Overheard (December 2019)
A sincere religious belief against vaccination should have the same weight as a sincere belief in whatever Jenny McCarthy says. Discrimination bolstered by bible verses is just like the regular kind. And when those beliefs conflict with laws that protect other people’s health or civil rights, the believer shouldn’t get to wave a magic wand to make the law disappear.
Kate Cohn, in her op-ed, “What’s so special about ‘religious belief’?”
Washington Post, 10-6-19
Knowledge is always power. If you’re afraid to take a course because you’re worried it’ll change your beliefs, that’s not a very good sign.
Nadia Muraweh, outreach director for the Muslim Students Association of Arizona State University, on some students not wanting to take courses on religion.
The State Press, 10-4-19
Consider for a moment how inappropriate it is for [William] Barr, of all people, to have given such a speech. The Constitution guarantees freedom of religion; the nation’s chief law enforcement officer has no business denouncing those who exercise that freedom by choosing not to endorse any religion.
Columnist Paul Krugman in his article, “God Is Now Trump’s Co-Conspirator,” writing about how, in a speech, Attorney General William Barr denounced “the threat to America posed by ‘militant secularists,’” whom he accused of conspiring to destroy the “traditional moral order,” blaming them for rising mental illness, drug dependency and violence.
The New York Times, 10-14-19
It has always struck me as strange that a narrative about genocide — Noah and the ark — should be employed as a children’s story. As the other boys and girls in Sunday school focused on the cuteness of the rescued animals, I remember thinking about the mass of humanity desperately clawing to get into Noah’s boat.
Michael Gerson, in his column, “White evangelical Protestants are fully disrobed. And it is an embarrassing sight.”
The Washington Post, 10-29-19
Instead of doing something substantive and helpful, we’re trying to politicize a tree.
Wisconsin Democratic state Rep. Jonathan Brostoff, commenting on how the Republican-majority Legislature spent time voting to call the holiday tree in the state Capitol rotunda a Christmas tree rather than using that time to pass gun control bills.
Washington Post, 11-12-19
Church was never part of our relationship. And we found that we really enjoyed our friends’ weddings not held in churches.
Janet Belland, in the article by Jean Hopfensperger, “Weddings a less religious affair.” According to The Knot, a national wedding planning website, religious institutions hosted only 22 percent of weddings in 2017, which is down from 41 percent in 2009.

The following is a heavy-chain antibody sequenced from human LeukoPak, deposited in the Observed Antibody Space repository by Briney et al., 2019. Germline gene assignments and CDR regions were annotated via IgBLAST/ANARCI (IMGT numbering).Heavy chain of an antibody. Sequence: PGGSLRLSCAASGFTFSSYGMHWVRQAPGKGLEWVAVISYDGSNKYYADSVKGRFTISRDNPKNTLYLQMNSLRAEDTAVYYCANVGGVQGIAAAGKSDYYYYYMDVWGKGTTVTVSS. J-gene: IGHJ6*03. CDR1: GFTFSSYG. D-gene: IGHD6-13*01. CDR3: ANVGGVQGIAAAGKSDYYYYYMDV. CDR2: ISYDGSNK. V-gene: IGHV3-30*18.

Minneapolis Star Tribune, 6-29-19
As long as evangelicals continue to install and celebrate religious bigotry in power out of fear, portraying all nonbelievers as threats coming to get them, things are going to get much, much, worse.
Tyler Broker, in his article, “A religious bigot in power plays the victim,” regarding Attorney General William Barr’s statements about religion and secularism. (See page 23.)
Above the Law, 11-5-19
It is, simply, bigotry enshrined in law; cruelty written into statute. Church and state are currently the very opposite of separated; they are dancing a delirious tango, with LGBTQ rights trampled underfoot. . . . This is the new way of expressing anti-LGBTQ prejudice. Without explicitly stating that you hate LGBTQ people, or wish to deny them equality, you can say that you’re upholding your religious liberty or freedom instead.
Tim Teeman, in his column “Let’s call ‘religious freedom’ by its real name: poisonous, anti-LGBTQ bigotry.”
Daily Beast, 11-5-19
If nothing else, government-sponsored Christianity creates a caste system based on religion. For the government to align itself with one and only one religion is to send a message that (a) there is one true religion and (b) adherence to that religion is the approved way be a true citizen of the polity. All those who do not bow their heads with the government do not belong in the same way (or at all). . . . This encouragement of Christian nationalism is completely avoidable. There is no need for government-sponsored Christianity.
University of Miami School of Law student Caroline Mala Corbin, in her article “The Supreme Court’s facilitation of white Christian Nationalism.”
Alabama Law Review, 10-20-19
I suspect that one of the reasons we’re not hearing much from Democratic operatives about dealing with the God gap in this election cycle is because they think it matters less and less. Sure, frequent attenders continue to vote Republican, but there are fewer and fewer of them — and more and more Nones.
Mark Silk, in his article “Do the Democrats have a religion problem?”
Religion News Service, 10-31-19